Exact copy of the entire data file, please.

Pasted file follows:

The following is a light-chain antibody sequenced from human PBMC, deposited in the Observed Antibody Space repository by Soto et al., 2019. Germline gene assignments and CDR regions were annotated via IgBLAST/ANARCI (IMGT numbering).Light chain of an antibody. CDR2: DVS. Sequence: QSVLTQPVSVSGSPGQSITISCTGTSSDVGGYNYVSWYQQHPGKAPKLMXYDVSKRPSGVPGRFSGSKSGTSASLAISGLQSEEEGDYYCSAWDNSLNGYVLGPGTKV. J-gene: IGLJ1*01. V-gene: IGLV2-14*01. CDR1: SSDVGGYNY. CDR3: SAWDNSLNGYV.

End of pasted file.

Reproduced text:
The following is a light-chain antibody sequenced from human PBMC, deposited in the Observed Antibody Space repository by Soto et al., 2019. Germline gene assignments and CDR regions were annotated via IgBLAST/ANARCI (IMGT numbering).Light chain of an antibody. CDR2: DVS. Sequence: QSVLTQPVSVSGSPGQSITISCTGTSSDVGGYNYVSWYQQHPGKAPKLMXYDVSKRPSGVPGRFSGSKSGTSASLAISGLQSEEEGDYYCSAWDNSLNGYVLGPGTKV. J-gene: IGLJ1*01. V-gene: IGLV2-14*01. CDR1: SSDVGGYNY. CDR3: SAWDNSLNGYV.